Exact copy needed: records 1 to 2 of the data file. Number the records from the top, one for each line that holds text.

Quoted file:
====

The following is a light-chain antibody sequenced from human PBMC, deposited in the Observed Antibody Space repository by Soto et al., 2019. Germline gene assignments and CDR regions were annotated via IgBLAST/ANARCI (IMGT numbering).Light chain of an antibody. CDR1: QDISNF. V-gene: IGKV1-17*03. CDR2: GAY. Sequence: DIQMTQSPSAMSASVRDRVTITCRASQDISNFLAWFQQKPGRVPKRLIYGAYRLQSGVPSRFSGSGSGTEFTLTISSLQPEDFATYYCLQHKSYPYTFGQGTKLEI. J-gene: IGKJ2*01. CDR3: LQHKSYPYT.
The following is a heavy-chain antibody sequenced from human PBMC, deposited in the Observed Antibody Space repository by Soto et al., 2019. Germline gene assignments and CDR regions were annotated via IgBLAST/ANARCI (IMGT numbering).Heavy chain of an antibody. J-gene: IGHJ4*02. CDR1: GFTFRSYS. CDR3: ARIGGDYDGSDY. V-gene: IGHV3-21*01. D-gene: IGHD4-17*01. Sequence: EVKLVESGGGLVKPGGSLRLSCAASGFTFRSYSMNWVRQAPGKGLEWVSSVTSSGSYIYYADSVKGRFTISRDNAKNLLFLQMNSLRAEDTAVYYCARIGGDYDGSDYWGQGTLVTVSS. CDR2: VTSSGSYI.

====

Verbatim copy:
The following is a light-chain antibody sequenced from human PBMC, deposited in the Observed Antibody Space repository by Soto et al., 2019. Germline gene assignments and CDR regions were annotated via IgBLAST/ANARCI (IMGT numbering).Light chain of an antibody. CDR1: QDISNF. V-gene: IGKV1-17*03. CDR2: GAY. Sequence: DIQMTQSPSAMSASVRDRVTITCRASQDISNFLAWFQQKPGRVPKRLIYGAYRLQSGVPSRFSGSGSGTEFTLTISSLQPEDFATYYCLQHKSYPYTFGQGTKLEI. J-gene: IGKJ2*01. CDR3: LQHKSYPYT.
The following is a heavy-chain antibody sequenced from human PBMC, deposited in the Observed Antibody Space repository by Soto et al., 2019. Germline gene assignments and CDR regions were annotated via IgBLAST/ANARCI (IMGT numbering).Heavy chain of an antibody. J-gene: IGHJ4*02. CDR1: GFTFRSYS. CDR3: ARIGGDYDGSDY. V-gene: IGHV3-21*01. D-gene: IGHD4-17*01. Sequence: EVKLVESGGGLVKPGGSLRLSCAASGFTFRSYSMNWVRQAPGKGLEWVSSVTSSGSYIYYADSVKGRFTISRDNAKNLLFLQMNSLRAEDTAVYYCARIGGDYDGSDYWGQGTLVTVSS. CDR2: VTSSGSYI.